Arimidex is the most common hormone therapy drug taken by post-menopausal breast cancer survivors. We’re warned about sore and aching bones and joints, the danger of osteoporosis… but no one ever seems to mention the drug’s affect on your hair, and for many of us, it’s the most irritating side effect of all.
When you go through breast cancer treatment, you quickly learn the meaning of those two simple words. And you find out that each treatment you undergo has its very own list of side effects.
For chemotherapy, which has the most prolific array of accompanying side effects (and after effects, and lasting effects), challenges can range from commonplace (nausea, hair loss); to possible (“Taxol toes,” the annoying and sometimes debilitating tingling accompanying taxane drugs); to rare (new cancers, cardiac events, death).
For radiation, side effects are fewer, and generally less serious; although painful burns and extreme fatigue are tough to deal with, they’re not fatal.
Long-term hormone therapy drugs, given to women whose cancer is hormone-receptive (ER/PR+), carry side effects that, like those from radiation, are almost never fatal. The weight gain, menopausal symptoms, and possible endometrial cancer from tamoxifen are well-known.
And aromatase inhibitors (AIs: Aromasin, Arimidex, Femara) can cause joint and bone pain so severe that women stop taking them, more willing to risk a cancer recurrence than endure daily debilitating pain.
However, one little-known side effect of hormone therapy is seldom mentioned by doctors. It’s not particularly dangerous; nor is it painful, at least in the physical sense.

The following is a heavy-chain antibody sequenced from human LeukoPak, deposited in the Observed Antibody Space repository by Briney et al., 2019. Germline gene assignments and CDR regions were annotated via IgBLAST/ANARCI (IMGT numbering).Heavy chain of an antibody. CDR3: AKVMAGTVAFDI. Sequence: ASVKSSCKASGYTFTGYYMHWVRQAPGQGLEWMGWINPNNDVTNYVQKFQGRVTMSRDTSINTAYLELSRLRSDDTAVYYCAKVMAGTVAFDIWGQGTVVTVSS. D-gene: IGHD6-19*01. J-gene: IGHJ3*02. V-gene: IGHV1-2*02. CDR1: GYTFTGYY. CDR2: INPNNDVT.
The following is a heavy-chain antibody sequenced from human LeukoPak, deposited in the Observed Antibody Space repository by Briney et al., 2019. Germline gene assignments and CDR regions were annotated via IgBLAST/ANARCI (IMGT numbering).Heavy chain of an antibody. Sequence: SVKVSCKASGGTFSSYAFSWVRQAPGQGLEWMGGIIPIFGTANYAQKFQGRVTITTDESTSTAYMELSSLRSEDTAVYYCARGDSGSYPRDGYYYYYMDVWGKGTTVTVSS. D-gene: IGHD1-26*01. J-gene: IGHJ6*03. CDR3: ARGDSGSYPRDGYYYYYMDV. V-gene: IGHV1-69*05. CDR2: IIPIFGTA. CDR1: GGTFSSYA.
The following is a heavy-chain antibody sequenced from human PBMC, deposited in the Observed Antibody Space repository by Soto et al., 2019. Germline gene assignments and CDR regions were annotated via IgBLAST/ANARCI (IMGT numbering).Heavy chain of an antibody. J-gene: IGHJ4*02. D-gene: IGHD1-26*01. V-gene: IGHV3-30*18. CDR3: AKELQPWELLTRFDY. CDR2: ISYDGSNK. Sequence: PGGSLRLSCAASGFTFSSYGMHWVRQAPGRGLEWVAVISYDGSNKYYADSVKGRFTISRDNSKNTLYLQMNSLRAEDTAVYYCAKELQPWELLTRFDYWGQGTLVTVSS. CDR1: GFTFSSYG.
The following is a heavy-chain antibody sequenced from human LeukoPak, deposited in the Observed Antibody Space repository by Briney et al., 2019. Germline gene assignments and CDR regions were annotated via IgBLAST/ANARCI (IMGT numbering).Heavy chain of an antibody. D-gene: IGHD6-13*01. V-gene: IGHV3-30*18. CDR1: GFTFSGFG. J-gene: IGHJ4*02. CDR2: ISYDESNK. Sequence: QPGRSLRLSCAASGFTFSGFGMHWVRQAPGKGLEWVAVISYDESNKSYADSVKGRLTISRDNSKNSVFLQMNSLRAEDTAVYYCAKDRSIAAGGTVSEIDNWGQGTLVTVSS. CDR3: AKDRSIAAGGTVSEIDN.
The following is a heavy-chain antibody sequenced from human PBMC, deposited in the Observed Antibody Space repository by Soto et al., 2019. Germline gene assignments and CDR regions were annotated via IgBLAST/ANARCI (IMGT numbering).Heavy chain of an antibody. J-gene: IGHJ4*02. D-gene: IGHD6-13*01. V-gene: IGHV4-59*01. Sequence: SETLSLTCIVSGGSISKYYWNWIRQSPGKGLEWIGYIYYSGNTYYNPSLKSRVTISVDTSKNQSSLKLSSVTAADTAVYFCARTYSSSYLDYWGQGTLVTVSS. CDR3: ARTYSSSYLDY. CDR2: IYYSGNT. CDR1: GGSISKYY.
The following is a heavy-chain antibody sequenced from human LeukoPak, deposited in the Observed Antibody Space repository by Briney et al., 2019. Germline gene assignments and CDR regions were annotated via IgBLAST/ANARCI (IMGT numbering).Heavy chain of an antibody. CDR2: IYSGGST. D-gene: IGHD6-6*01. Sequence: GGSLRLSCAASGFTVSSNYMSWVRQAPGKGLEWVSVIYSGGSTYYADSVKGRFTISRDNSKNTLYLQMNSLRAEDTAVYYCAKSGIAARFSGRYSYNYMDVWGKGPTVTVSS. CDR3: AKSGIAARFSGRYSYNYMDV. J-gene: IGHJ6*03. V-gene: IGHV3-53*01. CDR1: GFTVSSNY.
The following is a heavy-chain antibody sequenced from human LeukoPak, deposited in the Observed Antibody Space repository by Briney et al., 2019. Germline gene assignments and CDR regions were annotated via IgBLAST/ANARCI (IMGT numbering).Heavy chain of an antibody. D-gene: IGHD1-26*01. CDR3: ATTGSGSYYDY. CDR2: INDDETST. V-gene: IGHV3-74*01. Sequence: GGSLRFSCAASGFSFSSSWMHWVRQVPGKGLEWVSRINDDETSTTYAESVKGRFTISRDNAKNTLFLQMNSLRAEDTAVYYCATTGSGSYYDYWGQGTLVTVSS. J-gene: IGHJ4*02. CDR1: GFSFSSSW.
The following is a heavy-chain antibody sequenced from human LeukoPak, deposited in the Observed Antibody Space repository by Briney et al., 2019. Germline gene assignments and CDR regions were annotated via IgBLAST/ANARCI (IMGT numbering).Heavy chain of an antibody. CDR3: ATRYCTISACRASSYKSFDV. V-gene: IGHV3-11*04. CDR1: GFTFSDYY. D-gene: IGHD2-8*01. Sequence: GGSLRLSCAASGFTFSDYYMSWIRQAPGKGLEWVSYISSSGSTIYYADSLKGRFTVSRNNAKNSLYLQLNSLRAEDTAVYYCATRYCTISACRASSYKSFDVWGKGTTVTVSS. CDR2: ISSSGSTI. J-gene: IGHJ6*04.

But for many women, it’s just as emotionally devastating as the loss of a breast.
I’m talking hair loss, the side effect of hormone therapy no one ever mentions – until it happens to you.
Before I started cancer treatment, my hair was thick and heavy. I’d occasionally grow it long, and washing and air-drying it would be a half-day affair.
Chemo robbed me of that thick, lustrous hair; but given the alternative, I didn’t mind. I figured, heck, it’ll grow back.
And it did. Slowly, a different color; curly instead of straight, but fairly thick. Great, I thought; chemo may have erased my mental blackboard, but at least I’ll have my hair back.
Then I started on tamoxifen. And after 3 years, as good results from the new aromatase inhitors continued to accumulate, I switched to Arimidex, which I took for 5 more years.
A year ago, I finished my course of Arimidex. Now, I’m on nothing more potent than a daily multivitamin and weekday 81mg aspirin, which is supposed to help prevent recurrence.
But as a result of those 8 years of hormone therapy, my once thick, glossy hair has been reduced to a thin straggle. Where once it took hours to dry my long hair, now that same length hair is easily blown dry in about 90 seconds.
Crowning glory? Forget about it.